Venezuela’s Disaster Demonstrates Socialism’s Failure

Erich Reimer Contributor
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While Americans are subjected to a political circus in our nation’s capital, riots, shortages, and repression are rocking the streets of Venezuela as their citizenry is finally fed up with Socialist President Nicolas Maduro’s rule.

Thousands have been arrested as inflation spirals into Weimar territory and Venezuelans are even losing large amounts of weight en masse from food shortages in one of the world’s most oil-rich nations. The Socialist experiment has neared the end of its natural and inevitable course in Venezuela.

When Venezuelan strongman Hugo Chavez died in 2013, there briefly was a glimmer of hope that the socialist state apparatus he had built over the prior decade would start on the road towards reform and freedom. However Nicolas Maduro has continued many of Chavez’s socialist policies, both economically and politically.

Almost two decades of strongman socialist rule in Venezuela has led not to more prosperity for the people, but, according to the Economist, to 82% of households living in poverty compared to 48% prior to Chavez. Amid rhetoric championing redistribution and struggle against wealthy elites, Venezuelans now have neither liberty nor prosperity and must watch as their nation collapses around them.

Venezuela’s socialist system is the same rehashed model of left-wing redistribution and repression that has existed in many other nations over the course of the 20th century. In many such nations, people give their rights to soothsayers who promise to solve all their problems. After securing its power, the state’s ruling class reigns supreme, enriching themselves at the expense of the citizenry and with all liberties and human rights existing only in accordance with their desires.

Skip several thousand miles to the United States and we come to a nation where almost half of millennials have a favorable opinion of socialism, according to a recent Harvard University survey, and a “Democratic Socialist” nearly won the nomination for one of our country’s major political parties.

Countries like North Korea are so distant and twisted that it may be difficult for Americans to draw lessons from their situation. Cuba is right off our shore, but lacks immediate events that thrust it into our public consciousness. Venezuela thus ought to serve as a timely and relevant reminder for us to avoid a similar and too often-repeated cycle.

Venezuela was not always a repressive socialist state, but rather was once an emerging democracy and a developing economy. While wrangling with the challenges inevitably such modern liberal democracies face as they grow, it nonetheless had the foundation for a free press, free markets, and a constitutional system of representation and rights.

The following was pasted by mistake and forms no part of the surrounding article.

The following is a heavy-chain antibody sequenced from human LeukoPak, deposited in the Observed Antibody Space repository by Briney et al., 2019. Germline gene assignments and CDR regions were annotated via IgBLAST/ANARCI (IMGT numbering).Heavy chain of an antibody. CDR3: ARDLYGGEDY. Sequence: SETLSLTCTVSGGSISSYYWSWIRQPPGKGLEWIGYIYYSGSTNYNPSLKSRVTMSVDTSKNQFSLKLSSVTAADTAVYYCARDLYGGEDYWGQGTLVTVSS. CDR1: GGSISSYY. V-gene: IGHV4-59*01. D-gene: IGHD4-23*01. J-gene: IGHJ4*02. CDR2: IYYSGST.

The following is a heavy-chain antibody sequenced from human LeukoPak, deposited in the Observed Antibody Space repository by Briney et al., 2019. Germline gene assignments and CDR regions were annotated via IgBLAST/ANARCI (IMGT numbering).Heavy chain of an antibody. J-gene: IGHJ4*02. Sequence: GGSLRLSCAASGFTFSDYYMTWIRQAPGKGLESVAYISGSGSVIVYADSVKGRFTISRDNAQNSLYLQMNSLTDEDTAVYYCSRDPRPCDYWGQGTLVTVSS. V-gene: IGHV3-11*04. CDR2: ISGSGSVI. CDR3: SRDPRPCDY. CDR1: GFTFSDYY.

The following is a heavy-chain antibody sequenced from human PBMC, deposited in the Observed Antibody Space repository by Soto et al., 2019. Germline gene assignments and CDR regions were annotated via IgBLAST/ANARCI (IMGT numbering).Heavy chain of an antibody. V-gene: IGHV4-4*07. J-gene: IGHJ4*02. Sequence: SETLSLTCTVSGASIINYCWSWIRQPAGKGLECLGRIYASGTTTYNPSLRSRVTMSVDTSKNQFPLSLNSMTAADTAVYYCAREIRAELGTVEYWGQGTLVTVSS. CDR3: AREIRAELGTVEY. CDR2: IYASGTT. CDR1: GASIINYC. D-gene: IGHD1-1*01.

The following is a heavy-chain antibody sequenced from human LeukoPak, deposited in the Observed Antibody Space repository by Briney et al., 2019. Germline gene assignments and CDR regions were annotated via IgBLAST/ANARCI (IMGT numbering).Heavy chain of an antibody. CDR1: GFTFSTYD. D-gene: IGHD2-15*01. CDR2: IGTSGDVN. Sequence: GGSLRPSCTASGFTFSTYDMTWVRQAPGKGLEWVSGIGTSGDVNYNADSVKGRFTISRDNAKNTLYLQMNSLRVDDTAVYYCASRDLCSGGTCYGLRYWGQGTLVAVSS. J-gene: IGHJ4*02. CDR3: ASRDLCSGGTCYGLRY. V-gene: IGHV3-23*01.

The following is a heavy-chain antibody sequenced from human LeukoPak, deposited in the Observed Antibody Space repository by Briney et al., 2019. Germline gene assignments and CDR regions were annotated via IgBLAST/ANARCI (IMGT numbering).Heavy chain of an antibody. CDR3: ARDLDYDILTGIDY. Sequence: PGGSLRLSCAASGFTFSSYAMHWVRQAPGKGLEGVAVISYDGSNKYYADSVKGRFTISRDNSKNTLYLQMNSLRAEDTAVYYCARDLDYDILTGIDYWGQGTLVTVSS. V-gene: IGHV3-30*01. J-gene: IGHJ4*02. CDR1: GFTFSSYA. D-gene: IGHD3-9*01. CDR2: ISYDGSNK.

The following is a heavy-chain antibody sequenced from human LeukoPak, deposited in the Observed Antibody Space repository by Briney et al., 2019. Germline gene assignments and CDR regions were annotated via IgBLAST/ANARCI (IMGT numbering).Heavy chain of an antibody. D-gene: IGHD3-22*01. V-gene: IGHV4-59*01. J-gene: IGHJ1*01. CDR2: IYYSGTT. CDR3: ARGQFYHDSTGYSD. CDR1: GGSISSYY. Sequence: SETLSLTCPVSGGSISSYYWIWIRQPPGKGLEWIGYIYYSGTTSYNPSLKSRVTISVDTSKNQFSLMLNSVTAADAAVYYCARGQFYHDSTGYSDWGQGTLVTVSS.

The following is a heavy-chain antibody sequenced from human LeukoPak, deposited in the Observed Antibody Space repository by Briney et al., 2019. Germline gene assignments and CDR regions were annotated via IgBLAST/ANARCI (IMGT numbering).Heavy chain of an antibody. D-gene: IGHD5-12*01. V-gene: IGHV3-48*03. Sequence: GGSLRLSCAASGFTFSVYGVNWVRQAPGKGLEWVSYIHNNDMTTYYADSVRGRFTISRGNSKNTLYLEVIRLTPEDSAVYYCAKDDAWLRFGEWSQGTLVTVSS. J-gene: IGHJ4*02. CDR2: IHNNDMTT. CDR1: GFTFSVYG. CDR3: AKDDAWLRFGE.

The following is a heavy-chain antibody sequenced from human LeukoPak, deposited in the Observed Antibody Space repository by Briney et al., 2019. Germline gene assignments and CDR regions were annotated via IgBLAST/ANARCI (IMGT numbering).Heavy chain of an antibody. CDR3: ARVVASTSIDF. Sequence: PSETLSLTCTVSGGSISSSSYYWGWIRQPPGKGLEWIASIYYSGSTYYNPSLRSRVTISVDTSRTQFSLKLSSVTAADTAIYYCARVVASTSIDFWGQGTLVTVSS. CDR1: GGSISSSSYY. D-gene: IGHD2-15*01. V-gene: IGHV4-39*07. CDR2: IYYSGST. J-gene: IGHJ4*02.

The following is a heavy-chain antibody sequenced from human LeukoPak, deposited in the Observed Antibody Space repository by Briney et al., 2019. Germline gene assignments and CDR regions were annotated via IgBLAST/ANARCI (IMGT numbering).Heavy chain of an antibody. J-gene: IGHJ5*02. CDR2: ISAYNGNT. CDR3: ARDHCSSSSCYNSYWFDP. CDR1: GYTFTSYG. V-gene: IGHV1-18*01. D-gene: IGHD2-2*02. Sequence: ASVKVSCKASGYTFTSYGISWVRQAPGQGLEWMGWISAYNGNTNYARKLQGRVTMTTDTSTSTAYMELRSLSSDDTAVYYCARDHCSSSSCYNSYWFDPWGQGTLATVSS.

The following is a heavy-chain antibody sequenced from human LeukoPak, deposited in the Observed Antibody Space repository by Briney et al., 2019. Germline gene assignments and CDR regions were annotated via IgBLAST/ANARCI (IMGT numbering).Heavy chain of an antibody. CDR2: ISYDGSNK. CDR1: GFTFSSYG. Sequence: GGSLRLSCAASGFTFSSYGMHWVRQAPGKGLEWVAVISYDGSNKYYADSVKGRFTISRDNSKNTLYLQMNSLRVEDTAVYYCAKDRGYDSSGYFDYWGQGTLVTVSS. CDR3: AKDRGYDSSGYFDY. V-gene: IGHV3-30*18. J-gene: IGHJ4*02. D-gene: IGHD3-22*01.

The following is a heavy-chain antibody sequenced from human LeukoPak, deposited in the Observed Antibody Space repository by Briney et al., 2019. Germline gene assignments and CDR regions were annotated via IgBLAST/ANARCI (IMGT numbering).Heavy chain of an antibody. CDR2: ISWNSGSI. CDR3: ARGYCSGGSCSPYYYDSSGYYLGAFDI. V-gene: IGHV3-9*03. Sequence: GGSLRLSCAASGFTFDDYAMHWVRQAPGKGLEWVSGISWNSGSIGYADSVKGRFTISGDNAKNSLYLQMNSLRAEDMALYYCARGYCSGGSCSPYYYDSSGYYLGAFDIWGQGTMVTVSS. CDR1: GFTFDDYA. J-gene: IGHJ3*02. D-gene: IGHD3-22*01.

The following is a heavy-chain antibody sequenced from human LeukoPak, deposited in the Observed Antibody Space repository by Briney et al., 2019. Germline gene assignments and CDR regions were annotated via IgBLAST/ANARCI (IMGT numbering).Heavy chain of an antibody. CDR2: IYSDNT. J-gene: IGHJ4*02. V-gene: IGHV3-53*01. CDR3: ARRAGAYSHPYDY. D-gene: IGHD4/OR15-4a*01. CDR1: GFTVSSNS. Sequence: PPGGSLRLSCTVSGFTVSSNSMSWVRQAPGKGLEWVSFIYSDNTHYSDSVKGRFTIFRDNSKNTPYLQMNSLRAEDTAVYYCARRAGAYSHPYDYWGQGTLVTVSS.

However in such a system, even without a revolution or military conflict, a mass vote by enough people can wipe it all away. And that’s precisely what happened in Venezuela, where strongmen like Chavez played to the passions of the poor, enraged them against the wealthy private sector businesspeople and elites, used the name of “America” as an ethereal scapegoat, and sold them a system that bled their supposed “enemies” a little but resulted in a smaller pie for everyone.

Here in America we face a similar challenge. Many Americans are reeling from some of the unique economic challenges the 21st century is presenting us with. In response, already many are singing a siren’s song that threatens to repeat Venezuela’s situation here, inciting hatred against elites supposedly at fault and advocating for socialist redistribution as the solution to our new woes.

These redistributionists do this all while ignoring that their proposals will leave the people they purport to be helping more poor and deprived than ever before. Furthermore, proper policy responses to these new developments in technology and our economy have the potential to bring us incredible levels of prosperity and an even faster rising tide for everyone.

The people of Venezuela have found themselves in a situation that is difficult to escape. Their struggle to restore their republic and liberty will be a long one, and hopefully will succeed.

In the meantime, we Americans ought to look closely at what has transpired in Venezuela and ensure it is not repeated in our country. We must always be vigilant in standing for free markets and God-given constitutional liberties, which have led to and will continue to lead to more prosperity and liberty than any other ideas throughout history.